In Shibuya district, Tokyo, a couple search for a love hotel.
In Dogenzaka district alone there are some 300 love hotels. A unique Japanese feature that is worth a visit.
Dogenzaka Hill in Shibuya is one of those places that never sleeps. Art Theatre Eurospace screens films late and Club Asia is a hotspot of the local nightclubbing scene. However, most of the people who roam Dogenzaka’s maze of narrow streets are here for another reason: to spend a few hours or the night in one of its 300 love hotels.
Take, for example, Hotel AREAS. At first sight, you could mistake its dull white façade for that of a business hotel. Then you notice the two separate doors – one for entering the building and one for leaving – and the sign advertising “rest” and “stay” fees – “rest” being a visit of two or three hours in the morning or afternoon, while “stay” means an overnight stay at full price. These are tell-tale signs that sleeping is the last thing on the guests’ minds.
The new generation of love hotels is a far cry from the flashy, gaudy establishments of old. One of AREA’s neighbours, for instance, used to have a bright-red façade and stucco columns that made it look like a cross between a Chinese restaurant and a Greek temple. Alas, that hotel, like many others, has recently been torn down and replaced by a less ostentatious building.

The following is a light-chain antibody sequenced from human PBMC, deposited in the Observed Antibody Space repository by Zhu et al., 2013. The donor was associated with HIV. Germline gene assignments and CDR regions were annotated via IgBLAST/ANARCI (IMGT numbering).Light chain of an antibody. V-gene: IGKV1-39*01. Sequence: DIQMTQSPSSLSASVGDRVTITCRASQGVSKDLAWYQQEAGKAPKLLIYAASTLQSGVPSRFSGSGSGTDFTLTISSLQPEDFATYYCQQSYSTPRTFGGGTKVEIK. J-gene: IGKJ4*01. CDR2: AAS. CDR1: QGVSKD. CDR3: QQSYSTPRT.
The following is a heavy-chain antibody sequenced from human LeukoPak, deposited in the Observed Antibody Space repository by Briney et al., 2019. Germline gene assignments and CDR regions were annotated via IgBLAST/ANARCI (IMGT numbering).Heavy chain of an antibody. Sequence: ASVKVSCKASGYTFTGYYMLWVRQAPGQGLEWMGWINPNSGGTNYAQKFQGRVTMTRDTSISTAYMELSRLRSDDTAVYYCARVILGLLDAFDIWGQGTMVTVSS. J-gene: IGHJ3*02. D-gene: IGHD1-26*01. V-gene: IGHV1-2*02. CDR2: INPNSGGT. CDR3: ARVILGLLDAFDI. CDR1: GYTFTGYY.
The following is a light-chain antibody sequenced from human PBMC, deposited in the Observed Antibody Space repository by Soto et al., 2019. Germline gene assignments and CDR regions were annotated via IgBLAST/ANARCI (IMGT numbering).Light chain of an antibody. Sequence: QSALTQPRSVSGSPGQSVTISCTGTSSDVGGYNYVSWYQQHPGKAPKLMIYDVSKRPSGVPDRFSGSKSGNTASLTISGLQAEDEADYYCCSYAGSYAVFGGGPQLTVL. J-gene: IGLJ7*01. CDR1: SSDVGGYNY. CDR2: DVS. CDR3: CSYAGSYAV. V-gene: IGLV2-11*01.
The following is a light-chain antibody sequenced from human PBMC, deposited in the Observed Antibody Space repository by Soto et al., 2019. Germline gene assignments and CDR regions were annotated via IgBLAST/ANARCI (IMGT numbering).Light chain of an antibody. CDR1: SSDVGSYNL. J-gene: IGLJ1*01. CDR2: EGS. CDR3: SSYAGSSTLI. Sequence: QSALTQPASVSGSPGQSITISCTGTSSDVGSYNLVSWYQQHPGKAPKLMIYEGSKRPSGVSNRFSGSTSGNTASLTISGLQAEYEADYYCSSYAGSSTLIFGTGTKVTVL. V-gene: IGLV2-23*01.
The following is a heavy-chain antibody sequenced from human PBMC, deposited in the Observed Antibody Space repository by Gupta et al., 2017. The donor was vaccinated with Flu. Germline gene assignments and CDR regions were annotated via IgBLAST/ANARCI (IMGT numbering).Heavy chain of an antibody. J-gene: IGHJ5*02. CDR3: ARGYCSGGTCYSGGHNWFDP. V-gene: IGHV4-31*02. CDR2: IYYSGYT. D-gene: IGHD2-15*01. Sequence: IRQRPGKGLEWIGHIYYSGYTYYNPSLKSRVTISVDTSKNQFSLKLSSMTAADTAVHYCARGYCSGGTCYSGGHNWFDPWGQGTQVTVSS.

In an effort to clean up their act and become more respectable, many establishments have even changed name. Indeed, the whole category now prefers to be labelled as either leisure or boutique hotels. However, most people still continue to call them rabuho (short for love hotel).
Back to AREAS to have a look inside. A pink corridor leads us to a big touch-screen display with pictures of the various rooms and their prices. Rooms that are lit up are still available. Once we’ve made our choice, we pay at a small window and get the room key from a middle-aged lady who reminds us that no more than two people are allowed in the room. We can only see her hands because love hotels are all about privacy and they go out of their way to avoid eye contact. Sunday afternoon is a popular time to visit a love hotel. Many rooms are occupied and we bump into another couple as we get out of the lift. The room is rather small – smaller than the wide-angle photo advertising it downstairs, has no window (again, to allow for privacy) but a large bathtub, a red sofa and a heart-shaped mirror. The largescreen television has lots of porn channels, but there are no sex toys in sight and only two free condoms.
This is how a mid-priced no-frills room looks like today. However, as I mentioned earlier, love hotels have a long history, and have passed through several permutations, and there was a time when many of them were garishly designed sex theme parks. But how did they end up looking like this?
“Love spaces” that could be rented by the hour date back to the deai chaya (lit. meet-up tea houses) of the Edo period (1603-1867), which were rather closer to brothels as they were mostly used by geisha or courtesans and their clients. Ordinary unmarried couples and adulterers had to settle for the great outdoors, whether a park, riverbank or the grounds of a shrine.